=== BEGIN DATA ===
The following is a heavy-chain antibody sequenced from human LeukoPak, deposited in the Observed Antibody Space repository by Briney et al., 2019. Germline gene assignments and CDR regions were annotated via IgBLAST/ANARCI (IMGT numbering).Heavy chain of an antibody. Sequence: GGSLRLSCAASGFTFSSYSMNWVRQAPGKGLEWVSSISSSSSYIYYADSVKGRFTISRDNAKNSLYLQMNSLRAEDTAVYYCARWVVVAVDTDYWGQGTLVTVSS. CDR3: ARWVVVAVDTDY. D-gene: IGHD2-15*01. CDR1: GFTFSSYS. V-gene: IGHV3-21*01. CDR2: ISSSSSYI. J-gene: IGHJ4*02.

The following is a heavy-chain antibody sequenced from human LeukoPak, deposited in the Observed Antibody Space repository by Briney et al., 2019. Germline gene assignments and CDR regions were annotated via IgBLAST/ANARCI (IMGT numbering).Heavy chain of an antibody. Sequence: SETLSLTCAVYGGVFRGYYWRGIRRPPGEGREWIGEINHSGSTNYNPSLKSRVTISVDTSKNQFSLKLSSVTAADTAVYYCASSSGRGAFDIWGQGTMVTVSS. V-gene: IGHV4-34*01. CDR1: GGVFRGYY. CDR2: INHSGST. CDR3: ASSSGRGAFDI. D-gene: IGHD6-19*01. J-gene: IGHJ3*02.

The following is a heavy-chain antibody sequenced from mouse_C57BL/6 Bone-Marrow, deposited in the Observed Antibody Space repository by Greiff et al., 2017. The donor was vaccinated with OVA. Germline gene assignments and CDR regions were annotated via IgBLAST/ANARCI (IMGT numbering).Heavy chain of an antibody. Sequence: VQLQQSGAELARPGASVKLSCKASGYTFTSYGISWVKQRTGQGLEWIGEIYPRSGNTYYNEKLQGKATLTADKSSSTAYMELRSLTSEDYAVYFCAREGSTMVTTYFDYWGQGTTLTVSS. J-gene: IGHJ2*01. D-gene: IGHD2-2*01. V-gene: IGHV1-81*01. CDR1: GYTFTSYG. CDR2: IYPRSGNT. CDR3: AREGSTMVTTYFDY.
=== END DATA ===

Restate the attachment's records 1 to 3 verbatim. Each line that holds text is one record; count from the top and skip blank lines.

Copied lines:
The following is a heavy-chain antibody sequenced from human LeukoPak, deposited in the Observed Antibody Space repository by Briney et al., 2019. Germline gene assignments and CDR regions were annotated via IgBLAST/ANARCI (IMGT numbering).Heavy chain of an antibody. Sequence: GGSLRLSCAASGFTFSSYSMNWVRQAPGKGLEWVSSISSSSSYIYYADSVKGRFTISRDNAKNSLYLQMNSLRAEDTAVYYCARWVVVAVDTDYWGQGTLVTVSS. CDR3: ARWVVVAVDTDY. D-gene: IGHD2-15*01. CDR1: GFTFSSYS. V-gene: IGHV3-21*01. CDR2: ISSSSSYI. J-gene: IGHJ4*02.

The following is a heavy-chain antibody sequenced from human LeukoPak, deposited in the Observed Antibody Space repository by Briney et al., 2019. Germline gene assignments and CDR regions were annotated via IgBLAST/ANARCI (IMGT numbering).Heavy chain of an antibody. Sequence: SETLSLTCAVYGGVFRGYYWRGIRRPPGEGREWIGEINHSGSTNYNPSLKSRVTISVDTSKNQFSLKLSSVTAADTAVYYCASSSGRGAFDIWGQGTMVTVSS. V-gene: IGHV4-34*01. CDR1: GGVFRGYY. CDR2: INHSGST. CDR3: ASSSGRGAFDI. D-gene: IGHD6-19*01. J-gene: IGHJ3*02.

The following is a heavy-chain antibody sequenced from mouse_C57BL/6 Bone-Marrow, deposited in the Observed Antibody Space repository by Greiff et al., 2017. The donor was vaccinated with OVA. Germline gene assignments and CDR regions were annotated via IgBLAST/ANARCI (IMGT numbering).Heavy chain of an antibody. Sequence: VQLQQSGAELARPGASVKLSCKASGYTFTSYGISWVKQRTGQGLEWIGEIYPRSGNTYYNEKLQGKATLTADKSSSTAYMELRSLTSEDYAVYFCAREGSTMVTTYFDYWGQGTTLTVSS. J-gene: IGHJ2*01. D-gene: IGHD2-2*01. V-gene: IGHV1-81*01. CDR1: GYTFTSYG. CDR2: IYPRSGNT. CDR3: AREGSTMVTTYFDY.